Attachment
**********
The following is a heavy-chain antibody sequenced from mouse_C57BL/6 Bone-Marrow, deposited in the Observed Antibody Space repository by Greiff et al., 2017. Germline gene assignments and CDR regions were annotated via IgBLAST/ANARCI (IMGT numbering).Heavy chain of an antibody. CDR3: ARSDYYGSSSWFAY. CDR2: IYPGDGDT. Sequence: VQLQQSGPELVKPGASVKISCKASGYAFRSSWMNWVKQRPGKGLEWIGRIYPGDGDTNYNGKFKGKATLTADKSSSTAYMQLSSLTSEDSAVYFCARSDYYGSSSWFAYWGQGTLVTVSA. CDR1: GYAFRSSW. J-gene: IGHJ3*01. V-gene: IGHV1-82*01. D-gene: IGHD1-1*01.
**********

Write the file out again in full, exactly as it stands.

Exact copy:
The following is a heavy-chain antibody sequenced from mouse_C57BL/6 Bone-Marrow, deposited in the Observed Antibody Space repository by Greiff et al., 2017. Germline gene assignments and CDR regions were annotated via IgBLAST/ANARCI (IMGT numbering).Heavy chain of an antibody. CDR3: ARSDYYGSSSWFAY. CDR2: IYPGDGDT. Sequence: VQLQQSGPELVKPGASVKISCKASGYAFRSSWMNWVKQRPGKGLEWIGRIYPGDGDTNYNGKFKGKATLTADKSSSTAYMQLSSLTSEDSAVYFCARSDYYGSSSWFAYWGQGTLVTVSA. CDR1: GYAFRSSW. J-gene: IGHJ3*01. V-gene: IGHV1-82*01. D-gene: IGHD1-1*01.